So they arrive on the damaged ship and once there are able to assess that they have forty minutes to get in and out before it can no longer support life (it is falling into the star). They very efficiently split up throughout the ship and strip it for everything they can. Everything actually goes really well until Rush Beta sees a power source on the way out that could greatly improve the surviving ship's weapon's capability. Rush warns Rush Beta to be careful in how he handles the item or he could electrocute himself. So everyone hightails it back through the gate except for Telford, who goes to look for Rush Beta and hurry him along.

Meanwhile, back on our Destiny, Wray has decided to use the stones to update Earth on what's going on and why they didn't gate back as planned. She is surprised to find that the Telford from the original timeline is there and waiting impatiently to find out what the hell is going on. He demands to use the stones himself, preferably switching with his own, alternate, self (which, as one of the scientists points out, is weird). Cut back to the damaged ship and Telford has confronted Rush Beta, wanting to know the real story. He doesn't for one second believe that Rush told them everything, or that he was as valiant as he claimed. They get into an argument and there is a shoving match, and Telford is shoved right into the metaphorical live wire, electrocuted on the spot. Rush Beta freaks out and takes off. Scott and Rush realize that he isn't back yet and now Young has ordered them to find Telford so he can switch with his other self. They find Telford's body but no sign of Rush Beta. Rush claims he knows where the man went though and takes off, Young orders Scott back through the gate because they are almost out of time.

Rush finds Rush Beta at the Ancient chair room, and they have a brief discussion about how Telford's death was an accident but now Rush Beta feels like he can't go back. He has decided, instead, to go out in the chair, gaining as much Ancient knowledge as he can before the ship is destroyed--simply for the sake of knowing it. Rush asks him what really happened (see, even he doesn't trust himself), but Rush Beta is adamant that he told the truth.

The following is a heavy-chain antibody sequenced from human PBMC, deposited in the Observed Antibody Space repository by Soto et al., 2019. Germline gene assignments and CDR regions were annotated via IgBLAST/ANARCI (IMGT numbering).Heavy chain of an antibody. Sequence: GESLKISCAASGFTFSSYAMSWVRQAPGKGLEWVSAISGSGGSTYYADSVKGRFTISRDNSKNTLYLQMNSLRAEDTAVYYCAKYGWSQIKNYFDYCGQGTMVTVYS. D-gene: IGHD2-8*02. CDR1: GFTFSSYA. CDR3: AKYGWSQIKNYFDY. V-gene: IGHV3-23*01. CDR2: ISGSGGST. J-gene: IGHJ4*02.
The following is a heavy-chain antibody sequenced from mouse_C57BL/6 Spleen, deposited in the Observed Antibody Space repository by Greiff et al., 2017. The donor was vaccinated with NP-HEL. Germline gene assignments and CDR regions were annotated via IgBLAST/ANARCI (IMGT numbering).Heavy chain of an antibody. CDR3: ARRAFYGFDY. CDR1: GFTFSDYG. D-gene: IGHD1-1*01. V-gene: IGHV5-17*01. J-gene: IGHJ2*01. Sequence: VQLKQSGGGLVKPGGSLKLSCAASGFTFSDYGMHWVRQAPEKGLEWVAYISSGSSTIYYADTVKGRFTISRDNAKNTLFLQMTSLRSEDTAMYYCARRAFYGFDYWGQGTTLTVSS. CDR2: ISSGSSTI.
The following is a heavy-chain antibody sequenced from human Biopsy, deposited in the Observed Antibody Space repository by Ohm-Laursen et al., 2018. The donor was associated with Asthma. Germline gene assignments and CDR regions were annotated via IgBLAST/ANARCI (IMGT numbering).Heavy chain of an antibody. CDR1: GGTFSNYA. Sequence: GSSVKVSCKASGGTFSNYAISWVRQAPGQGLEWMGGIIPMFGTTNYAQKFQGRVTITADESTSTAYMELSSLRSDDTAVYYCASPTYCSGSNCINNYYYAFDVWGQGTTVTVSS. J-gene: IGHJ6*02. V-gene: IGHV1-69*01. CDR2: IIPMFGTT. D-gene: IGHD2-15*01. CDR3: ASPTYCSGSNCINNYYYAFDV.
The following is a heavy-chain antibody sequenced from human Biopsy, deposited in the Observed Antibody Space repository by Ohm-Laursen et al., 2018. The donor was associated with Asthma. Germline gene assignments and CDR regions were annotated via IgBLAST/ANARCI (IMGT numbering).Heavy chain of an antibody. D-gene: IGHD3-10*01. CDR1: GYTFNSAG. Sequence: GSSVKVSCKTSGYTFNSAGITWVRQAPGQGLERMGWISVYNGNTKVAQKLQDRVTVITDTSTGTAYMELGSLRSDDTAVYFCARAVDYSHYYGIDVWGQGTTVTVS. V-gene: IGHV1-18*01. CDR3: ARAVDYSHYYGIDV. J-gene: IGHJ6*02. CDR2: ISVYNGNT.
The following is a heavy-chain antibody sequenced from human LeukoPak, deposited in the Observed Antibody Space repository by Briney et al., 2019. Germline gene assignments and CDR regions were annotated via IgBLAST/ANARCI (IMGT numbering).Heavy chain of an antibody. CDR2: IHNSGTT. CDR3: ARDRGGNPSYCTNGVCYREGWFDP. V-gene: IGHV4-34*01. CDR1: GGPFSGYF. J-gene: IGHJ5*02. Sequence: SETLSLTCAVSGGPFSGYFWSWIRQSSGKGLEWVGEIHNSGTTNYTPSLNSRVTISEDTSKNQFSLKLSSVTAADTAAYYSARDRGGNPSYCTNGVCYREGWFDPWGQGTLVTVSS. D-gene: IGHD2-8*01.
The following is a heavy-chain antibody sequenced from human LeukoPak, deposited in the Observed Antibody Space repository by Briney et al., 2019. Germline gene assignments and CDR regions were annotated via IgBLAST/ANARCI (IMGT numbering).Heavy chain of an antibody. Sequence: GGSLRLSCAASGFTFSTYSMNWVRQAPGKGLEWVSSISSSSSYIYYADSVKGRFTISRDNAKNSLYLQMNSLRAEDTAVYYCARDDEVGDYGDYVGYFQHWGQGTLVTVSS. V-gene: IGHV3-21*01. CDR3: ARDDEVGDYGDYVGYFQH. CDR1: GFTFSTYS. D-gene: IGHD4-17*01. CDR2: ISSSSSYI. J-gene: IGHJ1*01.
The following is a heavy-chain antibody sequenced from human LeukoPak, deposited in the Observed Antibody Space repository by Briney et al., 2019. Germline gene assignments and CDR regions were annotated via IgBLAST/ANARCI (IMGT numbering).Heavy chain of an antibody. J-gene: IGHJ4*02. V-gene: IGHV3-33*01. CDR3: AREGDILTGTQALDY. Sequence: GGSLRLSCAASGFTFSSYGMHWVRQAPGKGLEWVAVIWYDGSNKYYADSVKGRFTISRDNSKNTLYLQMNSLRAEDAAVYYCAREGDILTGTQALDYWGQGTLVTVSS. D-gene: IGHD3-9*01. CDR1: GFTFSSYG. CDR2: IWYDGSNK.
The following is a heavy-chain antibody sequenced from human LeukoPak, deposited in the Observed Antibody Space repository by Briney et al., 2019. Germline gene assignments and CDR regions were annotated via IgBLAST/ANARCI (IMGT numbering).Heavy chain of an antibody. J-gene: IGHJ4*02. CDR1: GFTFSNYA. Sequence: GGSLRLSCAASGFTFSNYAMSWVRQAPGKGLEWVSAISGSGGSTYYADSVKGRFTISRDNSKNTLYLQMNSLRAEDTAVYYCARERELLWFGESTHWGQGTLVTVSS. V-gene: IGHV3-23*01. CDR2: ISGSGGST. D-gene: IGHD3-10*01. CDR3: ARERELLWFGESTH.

Rush runs back to the gate, which Scott is holding open, and says he couldn't find his other self, and the Destiny jumps away.

Boy oh boy do I hope the teaser for next week was not so much a teaser as a promise. Surviving Telford shows up on the ship via the stones and asks "What the hell happened," to which Young replies, "That's going to take a lot of explaining." God, I hope so, because I have no idea how other Telford made it back to Earth in this timeline. It seems to me that our Telford not going back in this timeline would have negated the other one. Please, do explain. I do find it interesting that the only member of the crew to survive the first timeline is the only one to die in the second. Wibbly-wobbly timey-wimey indeed. But I am glad that there is still a Colonel Telford around. Again, to kill him off is a waste of a perfectly good Lou Diamond Phillips.

Of course, it would be another time-frak episode that leaves me so totally blown away and with a million questions. I love it.

I did spend most the episode waiting for the other shoe to drop. Like Telford and Rush, I never for one second believed that Rush Beta was giving them the true story, or at least not the whole story.

Did you notice how they managed to sneak in another nice shiny peak-condition shuttle to the ship? That sure was nice of The Powers That Be, wasn't it?

Once more, I loved the Park/Volker/Brody dynamic going on. When this show goes off the air I may have to hunt down some (gen) fan fic about their furthering adventures. And if I can't find any, I'll have to make my own. Volker's little tutorial on what parts to look for on the damaged ship was pretty darn amusing.

Eli's doubt that he would be asked to remain with the SGC once they returned to Earth was sweet. Though James and Chloe were right, there is no way they are letting him go. Also, I liked they way James was rattling off the scientists and her reaction to McKay. Perfect.

My only real quibble with the episode (other than my confusion about how alt-Telford exists) is that of all of the people to volunteer to stay aboard Destiny in the first timeline, Greer was the first to step forward. I don't even know if it is a quibble, really, it was just utterly unexpected. Although, he has shown such a strong loyalty to Young throughout the entire series, and his distrust of Rush had caused him to develop an intense resolution to protect his CO from the scientist's snaky ways. Perhaps I shouldn't have been surprised, but I really, really was.

So, there we go. All in all, I felt that it was another solid episode. The pacing was pretty much spot-on, I felt, and the story truly interested and surprised me (for the most part, I did call that they would strip the damaged ship for spare parts). I cannot wait until next week, and I am once more incredibly sad that we only have eight more episodes to go of this amazing series.

Also, I am incredibly ticked off because I know that Robert Carlyle will never get even an Emmy nomination for his portrayal of Rush, and that is a damn shame.